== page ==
significant problems of concentration, persistence and pace.”). In this instance, plaintiff’s past work
of assembly machine tender, which the ALJ found him capable of performing (R. 35), seems just the
type of job – an assembly line job – where one’s attention could not wane.
https://occupationalinfo.org/75/754685014.html; cf. Peterson v. Berryhill, No. 16 C 9340, 2017 WL
2274338, at *3 (N.D. Ill. May 25, 2017)(discussing concentration requirements of simple assembly
line work). Other jobs the ALJ found plaintiff could do (R. 37) – again, based on the vocational
expert’s testimony in response to a limitation to “simple and routine tasks” as opposed to a moderate
limitation in concentration – also appear to present concentration and focus issues. Small parts
assembler is defined as an assembly line job. https://occupationalinfo.org/70/706684022.html. The
job of mail clerk demand both perceptual and digital speed, and accuracy is one of the most
important facets. https://occupationalinfo.org/onet/57302.html.
The ALJ also appears to have given short shrift to the plaintiff’s obesity. While the ALJ
found this to be a severe impairment (R. 25), he found that it “would [not] preclude him from
performing the modified light exertional residual functional capacity [sic] assessed herein.” (R. 31).
That means the plaintiff, despite also suffering from severe leg edema and severe degenerative disc
disease (R. 25), can hold down a job requiring him to be on his feet most of every day, climb ramps
and stairs two-thirds of every day, and climb ladders, ropes, and scaffolds one-third of every day.
(R. 29). That seems a stretch, and the kind of finding that has incensed the Seventh Circuit in the
past. See, e.g., Goins, 764 F.3d at 682 (“If we thought the Social Security Administration and its
lawyers had a sense of humor, we would think it a joke for its lawyer to have said in its brief that the
administrative law judge “accommodated [the plaintiff's] obesity by providing that she could never
[be required as part of her work duties to] climb ladders, ropes, or scaffolds, and could only
occasionally climb ramps or stairs, balance, kneel, crawl, stoop, and/or crouch.).”
The ALJ stated that the plaintiff’s daily activities – which the ALJ described as “prepares his
own meals, mows the lawn, washes dishes, shops in stores, goes to church, rides his bike” – are not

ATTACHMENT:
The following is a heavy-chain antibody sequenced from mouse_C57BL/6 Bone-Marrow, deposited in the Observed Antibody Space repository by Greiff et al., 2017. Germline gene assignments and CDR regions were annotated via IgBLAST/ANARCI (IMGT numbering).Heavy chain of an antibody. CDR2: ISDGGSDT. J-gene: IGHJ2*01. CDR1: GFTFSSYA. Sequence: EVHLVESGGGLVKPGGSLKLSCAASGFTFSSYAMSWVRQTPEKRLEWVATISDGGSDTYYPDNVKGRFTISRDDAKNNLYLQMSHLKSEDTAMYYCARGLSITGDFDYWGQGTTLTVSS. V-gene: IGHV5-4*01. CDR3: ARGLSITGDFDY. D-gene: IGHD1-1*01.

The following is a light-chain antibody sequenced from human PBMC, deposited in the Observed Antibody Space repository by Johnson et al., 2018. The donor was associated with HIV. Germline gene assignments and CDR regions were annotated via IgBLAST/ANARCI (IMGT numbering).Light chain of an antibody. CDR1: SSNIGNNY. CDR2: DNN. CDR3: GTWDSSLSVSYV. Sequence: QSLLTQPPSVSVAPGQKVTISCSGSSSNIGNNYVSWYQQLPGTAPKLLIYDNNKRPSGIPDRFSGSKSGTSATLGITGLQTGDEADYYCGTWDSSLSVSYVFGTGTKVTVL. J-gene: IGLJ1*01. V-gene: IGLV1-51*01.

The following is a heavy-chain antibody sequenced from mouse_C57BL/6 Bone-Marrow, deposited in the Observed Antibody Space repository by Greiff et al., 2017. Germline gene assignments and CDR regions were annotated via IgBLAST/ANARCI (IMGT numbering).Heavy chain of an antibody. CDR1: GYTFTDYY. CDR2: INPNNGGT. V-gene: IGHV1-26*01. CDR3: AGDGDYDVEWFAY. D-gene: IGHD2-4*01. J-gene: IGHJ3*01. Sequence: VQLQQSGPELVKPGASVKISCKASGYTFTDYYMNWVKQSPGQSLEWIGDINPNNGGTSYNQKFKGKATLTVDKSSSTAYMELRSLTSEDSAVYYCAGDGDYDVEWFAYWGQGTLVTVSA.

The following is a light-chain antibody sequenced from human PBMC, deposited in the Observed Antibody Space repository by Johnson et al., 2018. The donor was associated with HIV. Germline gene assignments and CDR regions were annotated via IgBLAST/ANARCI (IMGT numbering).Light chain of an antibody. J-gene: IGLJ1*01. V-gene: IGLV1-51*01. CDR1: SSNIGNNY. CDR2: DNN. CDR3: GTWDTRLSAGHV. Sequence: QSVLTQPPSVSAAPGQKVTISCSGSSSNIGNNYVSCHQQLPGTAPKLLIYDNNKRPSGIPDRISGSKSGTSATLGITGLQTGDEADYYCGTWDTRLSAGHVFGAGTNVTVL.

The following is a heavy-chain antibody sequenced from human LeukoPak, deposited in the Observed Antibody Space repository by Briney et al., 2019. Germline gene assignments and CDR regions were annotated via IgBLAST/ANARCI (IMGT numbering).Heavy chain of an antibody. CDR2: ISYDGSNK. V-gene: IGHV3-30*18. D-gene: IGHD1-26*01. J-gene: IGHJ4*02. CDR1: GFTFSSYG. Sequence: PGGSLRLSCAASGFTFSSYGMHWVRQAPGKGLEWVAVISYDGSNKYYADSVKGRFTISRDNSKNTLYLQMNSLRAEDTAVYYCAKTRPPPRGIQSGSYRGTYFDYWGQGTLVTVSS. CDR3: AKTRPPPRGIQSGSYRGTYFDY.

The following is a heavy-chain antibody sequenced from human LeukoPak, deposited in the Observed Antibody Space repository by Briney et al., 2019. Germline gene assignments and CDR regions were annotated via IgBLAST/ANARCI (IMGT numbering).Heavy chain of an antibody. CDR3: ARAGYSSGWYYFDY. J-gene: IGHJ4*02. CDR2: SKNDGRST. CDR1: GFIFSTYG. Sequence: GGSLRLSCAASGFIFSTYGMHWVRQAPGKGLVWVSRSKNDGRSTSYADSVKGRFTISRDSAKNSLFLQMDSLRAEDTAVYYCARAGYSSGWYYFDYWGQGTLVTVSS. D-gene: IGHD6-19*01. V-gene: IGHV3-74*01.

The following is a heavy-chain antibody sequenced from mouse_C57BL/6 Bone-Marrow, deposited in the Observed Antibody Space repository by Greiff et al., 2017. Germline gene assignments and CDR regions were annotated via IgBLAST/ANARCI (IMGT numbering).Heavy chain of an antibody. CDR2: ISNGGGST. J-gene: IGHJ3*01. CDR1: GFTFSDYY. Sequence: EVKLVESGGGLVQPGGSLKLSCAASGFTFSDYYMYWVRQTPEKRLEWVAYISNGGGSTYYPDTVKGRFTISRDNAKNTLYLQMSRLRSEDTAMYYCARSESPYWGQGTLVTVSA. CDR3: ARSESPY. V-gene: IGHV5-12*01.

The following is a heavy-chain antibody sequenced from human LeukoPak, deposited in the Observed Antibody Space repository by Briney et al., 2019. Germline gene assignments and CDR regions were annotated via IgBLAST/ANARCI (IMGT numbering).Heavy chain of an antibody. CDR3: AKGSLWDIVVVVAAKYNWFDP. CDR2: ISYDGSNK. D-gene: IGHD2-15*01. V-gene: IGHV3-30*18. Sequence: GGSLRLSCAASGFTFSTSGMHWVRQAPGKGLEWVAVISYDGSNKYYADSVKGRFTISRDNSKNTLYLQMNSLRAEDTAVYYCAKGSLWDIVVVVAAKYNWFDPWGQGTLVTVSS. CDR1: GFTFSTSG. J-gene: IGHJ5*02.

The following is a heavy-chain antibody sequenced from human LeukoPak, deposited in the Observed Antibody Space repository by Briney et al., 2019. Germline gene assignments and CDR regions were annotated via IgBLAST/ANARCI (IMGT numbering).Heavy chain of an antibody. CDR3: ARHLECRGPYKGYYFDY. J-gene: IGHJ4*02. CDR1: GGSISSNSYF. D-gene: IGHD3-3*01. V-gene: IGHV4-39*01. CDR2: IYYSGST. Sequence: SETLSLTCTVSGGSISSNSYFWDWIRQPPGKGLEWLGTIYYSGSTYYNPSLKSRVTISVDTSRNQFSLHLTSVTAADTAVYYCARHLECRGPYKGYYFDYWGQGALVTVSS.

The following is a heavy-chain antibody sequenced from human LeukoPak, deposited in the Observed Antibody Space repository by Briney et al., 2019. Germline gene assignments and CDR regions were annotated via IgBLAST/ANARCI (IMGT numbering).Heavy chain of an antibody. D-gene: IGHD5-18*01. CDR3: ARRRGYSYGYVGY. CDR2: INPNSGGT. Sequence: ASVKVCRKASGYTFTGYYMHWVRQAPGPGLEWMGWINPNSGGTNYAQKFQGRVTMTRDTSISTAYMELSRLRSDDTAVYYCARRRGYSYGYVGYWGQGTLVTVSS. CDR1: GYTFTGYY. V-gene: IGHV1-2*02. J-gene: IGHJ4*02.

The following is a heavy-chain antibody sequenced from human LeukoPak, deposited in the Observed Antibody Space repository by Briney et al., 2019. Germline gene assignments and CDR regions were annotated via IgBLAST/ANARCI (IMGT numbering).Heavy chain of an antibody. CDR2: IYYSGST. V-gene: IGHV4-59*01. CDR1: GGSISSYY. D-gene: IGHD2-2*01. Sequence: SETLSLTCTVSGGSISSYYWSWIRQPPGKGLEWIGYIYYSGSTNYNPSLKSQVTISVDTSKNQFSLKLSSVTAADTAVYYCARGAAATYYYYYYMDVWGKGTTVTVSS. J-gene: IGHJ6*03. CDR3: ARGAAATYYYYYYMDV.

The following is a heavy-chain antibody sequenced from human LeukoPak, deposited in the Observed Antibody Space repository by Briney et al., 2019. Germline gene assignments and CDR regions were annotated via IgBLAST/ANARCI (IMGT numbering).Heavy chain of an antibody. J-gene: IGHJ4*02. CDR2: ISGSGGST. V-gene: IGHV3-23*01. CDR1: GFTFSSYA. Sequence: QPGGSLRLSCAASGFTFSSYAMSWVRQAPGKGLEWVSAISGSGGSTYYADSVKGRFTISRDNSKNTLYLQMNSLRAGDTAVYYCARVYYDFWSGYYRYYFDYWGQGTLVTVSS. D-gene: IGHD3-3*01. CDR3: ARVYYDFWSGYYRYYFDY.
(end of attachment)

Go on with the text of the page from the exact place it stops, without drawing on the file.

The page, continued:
limited to the extent one would expect. (R. 33). But the ALJ seems to paint an exaggerated picture
of the plaintiff’s activities which, based on the evidence the ALJ cites, are very limited indeed. For
example, the “meals” plaintiff prepares are bowls of cereal; he lives with his mother and she does
the actual cooking. (R. 303). He only mows the lawn or washes dishes “once in a while. . . on a
good day when [his] back doesn’t hurt.” (R. 303). He does not go to church regularly, only “on
occasions.” (R. 305). He shops for food every other week; other than that, he shops once a year for
clothes. (R. 304). An ALJ may not disregard a claimant's limitations in performing daily activities.
Meuser v. Colvin, 838 F.3d 905, 913 (7th Cir. 2016); Moss v. Astrue, 555 F.3d 556, 562 (7th Cir.
2009); Craft v. Astrue, 539 F.3d 668, 680 (7th Cir. 2008); see also Williams v. Berryhill, No. 171043, 2017 WL 5171304, at *3 (7th Cir. Nov. 8, 2017)(pointing out that activities like microwaving
food, occasionally doing laundry, and driving “are quite minimal.”).
Judicial resources are scarce. See Chicago Observer, Inc. v. City of Chicago, 929 F.2d 325,
329 (7th Cir. 1991) (Litigation is costly not only for the litigants but also for parties in other cases
waiting in the queue for judicial attention.); see also West v. West, 694 F.3d 904, 906 (7th Cir. 2012);
Gomez v. St. Vincent Health, Inc., 649 F.3d 583, 592 (7th Cir. 2011). Rather than continuing
through the exercise of the parties briefing this case and the court issuing a ruling -- an exercise that
proved to be a waste of judicial resources and the parties’ lawyers’ time and efforts in Triplett – only
to have the Commissioner review its actions months later and determine a remand is appropriate, the
Commissioner is ordered to review the matter now, with an eye toward its motion in Triplett. If the
Commissioner determines to proceed with this litigation then, within 21 days of this order, the
Commissioner must file a brief statement explaining how, unlike the Triplett decision, the ALJ’s
decision here does not run afoul of the aforementioned Seventh Circuit precedent. If, within that 21
days, the Commissioner determines it best not to proceed, she should so inform the court. See
Pestereanu-Gere v. Berryhill, 17 C 1719 [Dkt. ## 16, 21] (N.D.Ill. July 6, 2017).
UNITED STATES MAGISTRATE JUDGE